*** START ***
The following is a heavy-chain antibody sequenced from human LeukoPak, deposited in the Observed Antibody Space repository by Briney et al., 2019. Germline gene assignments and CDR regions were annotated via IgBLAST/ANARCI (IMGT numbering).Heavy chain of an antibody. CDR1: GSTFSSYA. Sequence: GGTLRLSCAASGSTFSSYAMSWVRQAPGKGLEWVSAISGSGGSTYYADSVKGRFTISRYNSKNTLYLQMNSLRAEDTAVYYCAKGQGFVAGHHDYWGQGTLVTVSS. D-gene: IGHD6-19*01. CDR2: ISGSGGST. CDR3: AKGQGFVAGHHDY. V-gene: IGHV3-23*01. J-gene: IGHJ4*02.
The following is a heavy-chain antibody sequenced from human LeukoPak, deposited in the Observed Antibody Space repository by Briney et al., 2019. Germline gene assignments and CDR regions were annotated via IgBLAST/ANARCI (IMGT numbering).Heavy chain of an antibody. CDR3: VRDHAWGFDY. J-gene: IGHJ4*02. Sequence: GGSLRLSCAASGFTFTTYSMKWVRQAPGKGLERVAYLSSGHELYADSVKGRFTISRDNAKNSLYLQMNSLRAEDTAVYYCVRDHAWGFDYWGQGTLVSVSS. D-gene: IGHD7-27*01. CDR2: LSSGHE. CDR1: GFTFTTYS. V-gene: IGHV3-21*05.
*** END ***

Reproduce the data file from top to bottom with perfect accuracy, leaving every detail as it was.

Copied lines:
The following is a heavy-chain antibody sequenced from human LeukoPak, deposited in the Observed Antibody Space repository by Briney et al., 2019. Germline gene assignments and CDR regions were annotated via IgBLAST/ANARCI (IMGT numbering).Heavy chain of an antibody. CDR1: GSTFSSYA. Sequence: GGTLRLSCAASGSTFSSYAMSWVRQAPGKGLEWVSAISGSGGSTYYADSVKGRFTISRYNSKNTLYLQMNSLRAEDTAVYYCAKGQGFVAGHHDYWGQGTLVTVSS. D-gene: IGHD6-19*01. CDR2: ISGSGGST. CDR3: AKGQGFVAGHHDY. V-gene: IGHV3-23*01. J-gene: IGHJ4*02.
The following is a heavy-chain antibody sequenced from human LeukoPak, deposited in the Observed Antibody Space repository by Briney et al., 2019. Germline gene assignments and CDR regions were annotated via IgBLAST/ANARCI (IMGT numbering).Heavy chain of an antibody. CDR3: VRDHAWGFDY. J-gene: IGHJ4*02. Sequence: GGSLRLSCAASGFTFTTYSMKWVRQAPGKGLERVAYLSSGHELYADSVKGRFTISRDNAKNSLYLQMNSLRAEDTAVYYCVRDHAWGFDYWGQGTLVSVSS. D-gene: IGHD7-27*01. CDR2: LSSGHE. CDR1: GFTFTTYS. V-gene: IGHV3-21*05.